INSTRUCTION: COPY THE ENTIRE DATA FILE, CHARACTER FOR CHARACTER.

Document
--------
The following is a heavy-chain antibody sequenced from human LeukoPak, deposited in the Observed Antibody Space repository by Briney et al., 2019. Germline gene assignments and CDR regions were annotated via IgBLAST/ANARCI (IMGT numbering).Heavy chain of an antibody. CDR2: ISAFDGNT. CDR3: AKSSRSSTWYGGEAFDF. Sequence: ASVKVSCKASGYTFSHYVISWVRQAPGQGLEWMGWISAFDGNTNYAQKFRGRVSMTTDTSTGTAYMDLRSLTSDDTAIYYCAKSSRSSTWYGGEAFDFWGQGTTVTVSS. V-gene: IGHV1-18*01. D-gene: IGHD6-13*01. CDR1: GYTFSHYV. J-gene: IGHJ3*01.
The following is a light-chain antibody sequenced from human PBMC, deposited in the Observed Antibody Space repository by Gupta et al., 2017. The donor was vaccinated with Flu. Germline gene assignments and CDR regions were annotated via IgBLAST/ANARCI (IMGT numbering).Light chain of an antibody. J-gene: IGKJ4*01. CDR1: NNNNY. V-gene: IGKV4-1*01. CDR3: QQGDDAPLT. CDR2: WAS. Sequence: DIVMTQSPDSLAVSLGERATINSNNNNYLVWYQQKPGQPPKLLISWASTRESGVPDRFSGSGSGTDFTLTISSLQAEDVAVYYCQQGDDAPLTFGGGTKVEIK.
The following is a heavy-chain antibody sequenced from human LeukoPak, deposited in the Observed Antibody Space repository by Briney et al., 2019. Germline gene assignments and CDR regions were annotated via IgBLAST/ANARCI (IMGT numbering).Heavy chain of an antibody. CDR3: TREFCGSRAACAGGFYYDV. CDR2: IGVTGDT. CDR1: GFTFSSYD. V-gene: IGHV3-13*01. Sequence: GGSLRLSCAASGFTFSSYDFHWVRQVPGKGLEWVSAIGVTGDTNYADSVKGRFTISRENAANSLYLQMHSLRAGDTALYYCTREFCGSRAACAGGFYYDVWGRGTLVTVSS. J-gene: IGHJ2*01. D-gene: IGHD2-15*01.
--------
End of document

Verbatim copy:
The following is a heavy-chain antibody sequenced from human LeukoPak, deposited in the Observed Antibody Space repository by Briney et al., 2019. Germline gene assignments and CDR regions were annotated via IgBLAST/ANARCI (IMGT numbering).Heavy chain of an antibody. CDR2: ISAFDGNT. CDR3: AKSSRSSTWYGGEAFDF. Sequence: ASVKVSCKASGYTFSHYVISWVRQAPGQGLEWMGWISAFDGNTNYAQKFRGRVSMTTDTSTGTAYMDLRSLTSDDTAIYYCAKSSRSSTWYGGEAFDFWGQGTTVTVSS. V-gene: IGHV1-18*01. D-gene: IGHD6-13*01. CDR1: GYTFSHYV. J-gene: IGHJ3*01.
The following is a light-chain antibody sequenced from human PBMC, deposited in the Observed Antibody Space repository by Gupta et al., 2017. The donor was vaccinated with Flu. Germline gene assignments and CDR regions were annotated via IgBLAST/ANARCI (IMGT numbering).Light chain of an antibody. J-gene: IGKJ4*01. CDR1: NNNNY. V-gene: IGKV4-1*01. CDR3: QQGDDAPLT. CDR2: WAS. Sequence: DIVMTQSPDSLAVSLGERATINSNNNNYLVWYQQKPGQPPKLLISWASTRESGVPDRFSGSGSGTDFTLTISSLQAEDVAVYYCQQGDDAPLTFGGGTKVEIK.
The following is a heavy-chain antibody sequenced from human LeukoPak, deposited in the Observed Antibody Space repository by Briney et al., 2019. Germline gene assignments and CDR regions were annotated via IgBLAST/ANARCI (IMGT numbering).Heavy chain of an antibody. CDR3: TREFCGSRAACAGGFYYDV. CDR2: IGVTGDT. CDR1: GFTFSSYD. V-gene: IGHV3-13*01. Sequence: GGSLRLSCAASGFTFSSYDFHWVRQVPGKGLEWVSAIGVTGDTNYADSVKGRFTISRENAANSLYLQMHSLRAGDTALYYCTREFCGSRAACAGGFYYDVWGRGTLVTVSS. J-gene: IGHJ2*01. D-gene: IGHD2-15*01.